For a year I had been on the road traveling from Whidbey Island north of Seattle—just traveling, destination uncertain, riding an 80cc Yamaha motorbike I dubbed The Odyssey. Everything I owned in the world I was either wearing or had strapped to my bike—a change of clothing, some clean underwear, a camera, a portable typewriter, a tent, and some books. I had been a journalist in the U.S. Navy for four years and had aspirations of being the next Jack Kerouc. (This was before Vietnam when I enlisted in the Army as a Special Forces soldier.)
I slept in the tent—in the mountains, deserts, rain, snow. . . And every day I hunkered in my tent and wrote, working on a novel, a travelogue, a magazine article. . . Anything that might earn me a few bucks between working odd jobs across the nation. At various times during my odyssey, I was a short-order cook, a car hop, a gardener, a printer, a horse trainer and cowboy, day laborer. . . A few bucks and I was back on the road again, drifting.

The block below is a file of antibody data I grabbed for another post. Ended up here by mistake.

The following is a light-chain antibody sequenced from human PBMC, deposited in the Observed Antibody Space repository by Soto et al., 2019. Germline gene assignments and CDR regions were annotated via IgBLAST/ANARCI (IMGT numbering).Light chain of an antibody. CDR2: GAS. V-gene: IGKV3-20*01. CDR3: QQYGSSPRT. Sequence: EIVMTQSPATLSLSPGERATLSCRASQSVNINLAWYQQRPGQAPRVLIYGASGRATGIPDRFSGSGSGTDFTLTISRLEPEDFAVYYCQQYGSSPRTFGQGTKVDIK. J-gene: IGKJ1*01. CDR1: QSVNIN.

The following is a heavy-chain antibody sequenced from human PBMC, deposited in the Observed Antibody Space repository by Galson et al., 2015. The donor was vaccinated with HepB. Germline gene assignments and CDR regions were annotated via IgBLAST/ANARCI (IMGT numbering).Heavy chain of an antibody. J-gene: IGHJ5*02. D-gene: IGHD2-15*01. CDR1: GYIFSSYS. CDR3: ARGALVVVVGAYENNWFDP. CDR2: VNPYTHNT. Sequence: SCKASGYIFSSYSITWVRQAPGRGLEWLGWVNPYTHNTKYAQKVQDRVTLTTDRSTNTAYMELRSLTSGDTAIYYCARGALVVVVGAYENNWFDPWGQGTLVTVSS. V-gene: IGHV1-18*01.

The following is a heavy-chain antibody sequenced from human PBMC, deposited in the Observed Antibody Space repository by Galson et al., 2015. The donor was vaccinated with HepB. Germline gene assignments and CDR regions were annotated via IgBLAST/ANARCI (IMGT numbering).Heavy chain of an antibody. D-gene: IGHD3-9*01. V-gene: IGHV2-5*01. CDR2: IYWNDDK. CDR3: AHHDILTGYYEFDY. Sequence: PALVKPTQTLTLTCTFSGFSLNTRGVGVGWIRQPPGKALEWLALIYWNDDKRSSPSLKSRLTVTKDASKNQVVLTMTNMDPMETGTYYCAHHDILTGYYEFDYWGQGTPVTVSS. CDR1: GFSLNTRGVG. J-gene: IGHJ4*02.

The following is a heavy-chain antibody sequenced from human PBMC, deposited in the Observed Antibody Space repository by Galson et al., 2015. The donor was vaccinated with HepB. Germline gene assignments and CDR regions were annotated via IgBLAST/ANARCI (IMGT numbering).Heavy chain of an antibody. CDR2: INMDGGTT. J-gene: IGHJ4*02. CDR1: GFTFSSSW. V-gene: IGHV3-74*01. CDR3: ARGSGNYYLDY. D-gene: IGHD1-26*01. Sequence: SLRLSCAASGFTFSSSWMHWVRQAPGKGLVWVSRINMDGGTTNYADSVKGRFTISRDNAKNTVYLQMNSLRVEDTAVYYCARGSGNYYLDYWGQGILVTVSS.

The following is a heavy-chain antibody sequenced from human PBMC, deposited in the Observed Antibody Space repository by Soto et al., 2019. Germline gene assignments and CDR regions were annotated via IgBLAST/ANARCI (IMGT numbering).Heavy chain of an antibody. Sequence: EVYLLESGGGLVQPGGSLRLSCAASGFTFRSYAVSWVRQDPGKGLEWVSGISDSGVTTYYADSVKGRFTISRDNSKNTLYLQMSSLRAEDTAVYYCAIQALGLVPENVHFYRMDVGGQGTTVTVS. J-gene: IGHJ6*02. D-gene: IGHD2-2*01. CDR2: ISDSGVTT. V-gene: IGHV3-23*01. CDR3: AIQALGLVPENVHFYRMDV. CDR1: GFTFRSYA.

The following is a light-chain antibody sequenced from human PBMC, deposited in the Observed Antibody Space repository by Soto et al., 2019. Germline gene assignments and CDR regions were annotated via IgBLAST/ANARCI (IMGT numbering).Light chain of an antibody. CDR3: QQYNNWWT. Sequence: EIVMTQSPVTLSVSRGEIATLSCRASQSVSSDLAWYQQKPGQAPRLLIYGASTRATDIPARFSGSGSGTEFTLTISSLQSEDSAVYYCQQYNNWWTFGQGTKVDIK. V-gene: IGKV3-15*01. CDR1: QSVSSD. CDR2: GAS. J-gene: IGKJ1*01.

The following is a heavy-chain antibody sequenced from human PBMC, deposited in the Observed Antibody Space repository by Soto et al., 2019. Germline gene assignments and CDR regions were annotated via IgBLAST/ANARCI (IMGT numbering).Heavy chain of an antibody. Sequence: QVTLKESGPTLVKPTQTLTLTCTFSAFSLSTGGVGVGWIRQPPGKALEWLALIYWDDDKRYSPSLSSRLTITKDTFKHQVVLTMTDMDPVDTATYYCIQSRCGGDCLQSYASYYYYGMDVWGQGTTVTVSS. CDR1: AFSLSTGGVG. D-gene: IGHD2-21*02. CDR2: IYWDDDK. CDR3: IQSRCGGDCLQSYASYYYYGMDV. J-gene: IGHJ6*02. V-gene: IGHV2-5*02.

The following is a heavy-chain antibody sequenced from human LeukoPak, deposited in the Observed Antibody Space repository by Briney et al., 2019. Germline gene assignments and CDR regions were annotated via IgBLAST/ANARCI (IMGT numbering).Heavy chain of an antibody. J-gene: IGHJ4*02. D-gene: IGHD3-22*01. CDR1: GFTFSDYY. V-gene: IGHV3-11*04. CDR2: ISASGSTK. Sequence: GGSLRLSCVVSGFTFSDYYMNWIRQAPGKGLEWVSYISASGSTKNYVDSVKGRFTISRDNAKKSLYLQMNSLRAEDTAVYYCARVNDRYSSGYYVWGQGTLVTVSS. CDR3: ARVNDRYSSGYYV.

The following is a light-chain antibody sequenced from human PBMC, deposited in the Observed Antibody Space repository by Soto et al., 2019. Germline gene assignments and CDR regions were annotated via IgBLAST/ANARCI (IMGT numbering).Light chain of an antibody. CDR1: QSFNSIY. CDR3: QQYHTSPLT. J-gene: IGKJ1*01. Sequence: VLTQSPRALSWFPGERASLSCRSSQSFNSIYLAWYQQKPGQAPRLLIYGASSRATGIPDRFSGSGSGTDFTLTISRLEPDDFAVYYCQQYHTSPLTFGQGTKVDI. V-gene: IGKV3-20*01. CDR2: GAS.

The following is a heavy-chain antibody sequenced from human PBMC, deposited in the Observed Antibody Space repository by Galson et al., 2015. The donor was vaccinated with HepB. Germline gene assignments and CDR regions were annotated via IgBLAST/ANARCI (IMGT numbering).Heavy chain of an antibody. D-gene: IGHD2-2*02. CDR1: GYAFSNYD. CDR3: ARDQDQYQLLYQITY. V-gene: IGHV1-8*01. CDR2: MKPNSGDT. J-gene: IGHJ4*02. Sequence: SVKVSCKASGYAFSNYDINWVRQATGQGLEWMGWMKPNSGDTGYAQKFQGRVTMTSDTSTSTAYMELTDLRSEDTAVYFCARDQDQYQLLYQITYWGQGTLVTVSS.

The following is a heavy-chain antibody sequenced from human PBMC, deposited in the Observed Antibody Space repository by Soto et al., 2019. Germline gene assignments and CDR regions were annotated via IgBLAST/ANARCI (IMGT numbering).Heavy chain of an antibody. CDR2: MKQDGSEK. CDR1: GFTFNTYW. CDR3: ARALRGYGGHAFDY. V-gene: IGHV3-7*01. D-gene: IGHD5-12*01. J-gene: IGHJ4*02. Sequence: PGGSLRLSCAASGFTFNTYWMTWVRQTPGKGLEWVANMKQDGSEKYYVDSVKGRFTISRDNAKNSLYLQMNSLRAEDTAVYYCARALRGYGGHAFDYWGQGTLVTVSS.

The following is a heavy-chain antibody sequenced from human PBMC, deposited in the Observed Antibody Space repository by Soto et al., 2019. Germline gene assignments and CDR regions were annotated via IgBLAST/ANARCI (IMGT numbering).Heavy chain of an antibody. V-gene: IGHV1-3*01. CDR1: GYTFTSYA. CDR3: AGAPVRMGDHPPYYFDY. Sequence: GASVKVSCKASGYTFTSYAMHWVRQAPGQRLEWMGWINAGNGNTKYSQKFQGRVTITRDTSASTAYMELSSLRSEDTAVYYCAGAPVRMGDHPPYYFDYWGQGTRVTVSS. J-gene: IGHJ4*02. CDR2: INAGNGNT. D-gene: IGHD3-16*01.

I left Washington in the spring. I arrived in Florida the following spring and headed south toward Miami sunshine and the ocean. I arrived in Miami with eight dollars in my jeans, so I must have been nursing a ten dollar bill, probably no more than that, when I topped a hill in central Florida and beheld orchard groves stretching to either side of the road for as far as I could see.
I generally ate but once a day, nursing my resources, so I was almost always hungry. And the oranges were ripe—ripe enough anyhow. I grew up poor, so poor poverty was a step up, but my people never took anything that didn’t belong to them.
I pulled my bike to the side of the road where the limb of an orange tree laden with fruit extended across the fence into No Man’s Land. I contemplated the bounty, wrestling with my conscience, before I made up my mind.
Okay, so I stole an orange. One orange. Best orange I ever ate.
Charles W. Sasser will appear to sign his latest books at the Book Fair in the Public Library in Enid, Oklahoma, on Saturday, March 4. His most recent books include Night Fighter, the story of Navy Captain Bill “Bones” Hamilton, “Father of the Navy SEALs,” Korean fighter pilot, covert CIA agent, advisor to President Reagan, and a founder of U.S. counterterrorism. Also, SIX: Blood Brothers, the first novelization of the History Channel TV series SIX that premiered in February. The following novel of the series, SIX: Retribution, appears on the stands in March. SIX is the drama of a SEAL Team Six mission to rescue a former SEAL and Nigerian schoolgirls kidnapped in Africa by terrorists. Drop by the library if you’re in the area and, as we say in Oklahoma, bring a big “howdy.”